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This problem is quite "a classic", but I can't find a good solution to it.

I am using CreateFile to open a file. Sometimes I would want it to be read-only, sometimes write-only and sometimes I would want the same file to support both read and write. Of course I would like to follow RAII principles.

I am trying to accomplish multiple goals and not so sure how:

  1. If a file was opened only for reading, I don't want it to be possible to write to it (which will result in a runtime error/undefined behaviour). In other words, if file1 was opened with read-only permissions I want file1.write_to_file() to not even compile. What that means is that I can't have one large File class with both read and write operations.

  2. I don't want to expose the handle that is returned in CreateFile. The handle absolutely cannot be a public field nor can it be returned from a public getter in the class where it will be stored.

I think it is pretty evident that a basic File class will be necessary. File will call CreateFile and hold the handle returned from it. How should I proceed from there?

  1. If I define ReadFile and WriteFile that inherit from File, how would I define ReadWriteFile? I would like to avoid multiple inheritance and virtual inheritance.

  2. If I try to go for composition (making File a field of ReadFile), how will ReadFile get the handle to the file from File?

  3. A third way is to not define File. Only ReadFile, WriteFile and ReadWriteFile, however that introduces some code duplication because the constructor and destructor of ReadFile and WriteFile would be very similar.

Please do not offer to use fstream or other methods that do not rely on WinAPI.

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  • 2
    "I would like to avoid multiple inheritance and virtual inheritance." --- why? This seems like a logical use case for multiple inheritance and virtual members. Jan 4 at 21:12
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    I think the problem I have answering this question is the very tools I would use to solve it are ones you do not want to use: multiple inheritance and virtual method calls. Or is there something else about your problem that makes these tools a poor fit for a solution. Jan 4 at 21:16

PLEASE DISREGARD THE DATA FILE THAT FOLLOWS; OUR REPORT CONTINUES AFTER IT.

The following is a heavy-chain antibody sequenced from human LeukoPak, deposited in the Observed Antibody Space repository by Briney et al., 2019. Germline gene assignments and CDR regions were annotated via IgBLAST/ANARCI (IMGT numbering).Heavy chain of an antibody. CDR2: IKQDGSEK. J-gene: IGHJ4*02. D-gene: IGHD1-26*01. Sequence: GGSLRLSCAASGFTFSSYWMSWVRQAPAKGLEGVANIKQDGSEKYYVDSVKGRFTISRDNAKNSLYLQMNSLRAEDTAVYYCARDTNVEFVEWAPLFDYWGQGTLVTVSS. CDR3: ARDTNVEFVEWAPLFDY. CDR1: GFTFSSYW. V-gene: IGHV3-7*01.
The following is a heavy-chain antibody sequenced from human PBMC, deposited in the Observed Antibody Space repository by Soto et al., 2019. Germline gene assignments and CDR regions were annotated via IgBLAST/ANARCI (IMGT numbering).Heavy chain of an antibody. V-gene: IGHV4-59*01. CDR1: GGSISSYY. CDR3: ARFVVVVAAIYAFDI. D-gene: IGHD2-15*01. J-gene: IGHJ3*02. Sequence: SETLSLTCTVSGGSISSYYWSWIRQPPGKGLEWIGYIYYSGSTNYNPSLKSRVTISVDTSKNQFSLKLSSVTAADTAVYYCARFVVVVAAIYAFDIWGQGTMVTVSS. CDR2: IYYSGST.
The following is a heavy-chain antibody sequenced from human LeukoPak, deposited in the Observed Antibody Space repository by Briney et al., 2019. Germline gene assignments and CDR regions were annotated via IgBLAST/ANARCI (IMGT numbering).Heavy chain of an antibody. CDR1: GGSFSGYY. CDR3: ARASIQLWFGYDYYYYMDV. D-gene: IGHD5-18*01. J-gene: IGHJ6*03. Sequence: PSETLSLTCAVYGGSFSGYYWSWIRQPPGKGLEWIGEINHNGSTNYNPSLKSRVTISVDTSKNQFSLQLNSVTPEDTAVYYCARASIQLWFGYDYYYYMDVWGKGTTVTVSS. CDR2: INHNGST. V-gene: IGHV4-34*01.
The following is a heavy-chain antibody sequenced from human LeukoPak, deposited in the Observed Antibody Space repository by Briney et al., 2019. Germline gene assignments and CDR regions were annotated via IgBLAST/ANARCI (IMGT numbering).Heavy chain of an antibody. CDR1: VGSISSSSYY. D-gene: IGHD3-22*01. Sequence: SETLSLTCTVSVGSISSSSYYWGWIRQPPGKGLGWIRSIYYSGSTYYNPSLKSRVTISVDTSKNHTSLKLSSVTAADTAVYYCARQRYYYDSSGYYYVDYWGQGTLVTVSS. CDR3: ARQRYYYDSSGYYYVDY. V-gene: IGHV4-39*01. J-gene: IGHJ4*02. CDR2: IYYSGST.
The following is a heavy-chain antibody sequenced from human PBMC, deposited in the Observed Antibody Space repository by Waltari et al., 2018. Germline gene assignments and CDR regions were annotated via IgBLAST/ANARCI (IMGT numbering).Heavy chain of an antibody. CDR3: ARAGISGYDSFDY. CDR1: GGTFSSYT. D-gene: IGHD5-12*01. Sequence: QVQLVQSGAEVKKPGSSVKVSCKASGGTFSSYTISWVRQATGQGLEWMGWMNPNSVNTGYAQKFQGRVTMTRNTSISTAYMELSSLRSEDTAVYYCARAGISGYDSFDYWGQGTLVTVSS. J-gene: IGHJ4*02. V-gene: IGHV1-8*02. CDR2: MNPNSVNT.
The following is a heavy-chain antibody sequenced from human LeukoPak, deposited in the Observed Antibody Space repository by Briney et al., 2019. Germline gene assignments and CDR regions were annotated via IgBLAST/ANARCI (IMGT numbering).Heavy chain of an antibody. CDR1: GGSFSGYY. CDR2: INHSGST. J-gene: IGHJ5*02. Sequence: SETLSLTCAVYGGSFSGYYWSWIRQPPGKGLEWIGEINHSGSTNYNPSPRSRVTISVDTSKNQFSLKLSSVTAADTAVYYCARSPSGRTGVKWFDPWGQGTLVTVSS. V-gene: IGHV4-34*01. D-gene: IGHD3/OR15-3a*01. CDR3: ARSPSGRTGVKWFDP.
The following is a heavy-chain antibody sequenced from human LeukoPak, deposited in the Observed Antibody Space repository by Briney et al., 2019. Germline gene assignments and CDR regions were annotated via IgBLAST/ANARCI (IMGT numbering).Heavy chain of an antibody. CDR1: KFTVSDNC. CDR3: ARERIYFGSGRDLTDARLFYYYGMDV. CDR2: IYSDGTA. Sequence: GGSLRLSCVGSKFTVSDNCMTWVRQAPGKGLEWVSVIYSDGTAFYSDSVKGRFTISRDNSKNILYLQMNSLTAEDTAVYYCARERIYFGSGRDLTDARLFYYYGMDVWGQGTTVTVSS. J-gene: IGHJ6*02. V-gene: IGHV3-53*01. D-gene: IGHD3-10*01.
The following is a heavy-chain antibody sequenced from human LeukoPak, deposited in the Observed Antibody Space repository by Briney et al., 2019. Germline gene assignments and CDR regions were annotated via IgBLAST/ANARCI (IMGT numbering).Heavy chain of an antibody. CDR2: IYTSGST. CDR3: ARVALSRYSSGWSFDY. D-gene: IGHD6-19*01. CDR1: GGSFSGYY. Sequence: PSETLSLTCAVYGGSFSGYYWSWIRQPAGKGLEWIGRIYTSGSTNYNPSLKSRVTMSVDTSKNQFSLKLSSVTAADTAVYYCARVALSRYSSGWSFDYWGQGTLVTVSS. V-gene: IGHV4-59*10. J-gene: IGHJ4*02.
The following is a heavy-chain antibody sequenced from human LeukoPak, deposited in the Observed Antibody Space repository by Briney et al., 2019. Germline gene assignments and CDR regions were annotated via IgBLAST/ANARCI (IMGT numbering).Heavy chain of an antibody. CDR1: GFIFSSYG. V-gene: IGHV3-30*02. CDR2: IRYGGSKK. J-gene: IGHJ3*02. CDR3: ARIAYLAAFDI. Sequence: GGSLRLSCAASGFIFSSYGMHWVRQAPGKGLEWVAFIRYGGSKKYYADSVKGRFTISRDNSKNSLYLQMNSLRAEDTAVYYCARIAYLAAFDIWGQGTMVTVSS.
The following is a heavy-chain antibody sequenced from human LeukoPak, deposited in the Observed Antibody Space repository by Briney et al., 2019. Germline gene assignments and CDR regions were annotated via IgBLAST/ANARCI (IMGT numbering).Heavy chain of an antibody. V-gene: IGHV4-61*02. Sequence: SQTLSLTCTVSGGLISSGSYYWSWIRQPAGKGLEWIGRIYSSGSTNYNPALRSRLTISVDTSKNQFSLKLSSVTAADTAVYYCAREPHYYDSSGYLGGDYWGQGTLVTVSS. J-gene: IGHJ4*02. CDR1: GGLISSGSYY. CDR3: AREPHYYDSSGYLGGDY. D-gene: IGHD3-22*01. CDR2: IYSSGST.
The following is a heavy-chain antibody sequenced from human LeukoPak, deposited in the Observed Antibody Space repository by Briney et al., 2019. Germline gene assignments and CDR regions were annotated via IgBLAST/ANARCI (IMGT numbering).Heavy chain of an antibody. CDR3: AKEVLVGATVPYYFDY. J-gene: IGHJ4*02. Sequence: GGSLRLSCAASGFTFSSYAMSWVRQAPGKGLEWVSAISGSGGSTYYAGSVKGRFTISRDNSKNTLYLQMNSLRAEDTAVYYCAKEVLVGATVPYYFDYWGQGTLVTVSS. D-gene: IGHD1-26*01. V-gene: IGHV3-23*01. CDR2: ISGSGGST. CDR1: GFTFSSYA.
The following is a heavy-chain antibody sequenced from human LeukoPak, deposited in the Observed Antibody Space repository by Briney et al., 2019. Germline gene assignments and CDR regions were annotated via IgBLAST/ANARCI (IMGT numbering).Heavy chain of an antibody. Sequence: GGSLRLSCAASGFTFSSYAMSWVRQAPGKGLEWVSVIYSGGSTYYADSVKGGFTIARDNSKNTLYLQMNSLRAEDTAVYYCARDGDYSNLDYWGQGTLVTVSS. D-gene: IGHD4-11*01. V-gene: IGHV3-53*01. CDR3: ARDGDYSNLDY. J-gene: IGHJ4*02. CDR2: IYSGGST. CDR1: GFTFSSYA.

• @GregBurghardt Would you use virtual inheritance in this case? Or "regular" multiple inheritance?
    – EL_9
    Jan 4 at 21:31
  • @GregBurghardt I wanted to see if there is an alternative approach I was missing. With multiple inheritance I would most likely end up with two separate handles (which isn't necessarily bad, but still seems not really clean when it is possible to write and read with the same handle). With virtual inheritance I would "pay the price" of virtual inheritance even if I am mainly using ReadFile and WriteFile and not ReadWriteFile.
    – EL_9
    Jan 4 at 21:34
  • Why would you need two file handles with multiple inheritance? I know adding a "File" class at the top of the hierarchy is potentially the diamond inheritance problem, but a common base class that has the file handle, where the base class provides protected methods to operate on the file handle might be a good approach. Admittedly, I don't do much C++ programming, so I'm probably not the best person to answer this question. Jan 4 at 22:05

3 Answers 3

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If I define ReadFile and WriteFile that inherit from File, how would I define ReadWriteFile?

Exactly the same: as a direct derivation from File.

And your next question will be probably how to avoid the code duplication. This can be achieved by moving all common code to File as protected methods, and let ReadFile, WriteFile and ReadWriteFile contain only methods which delegate to them, like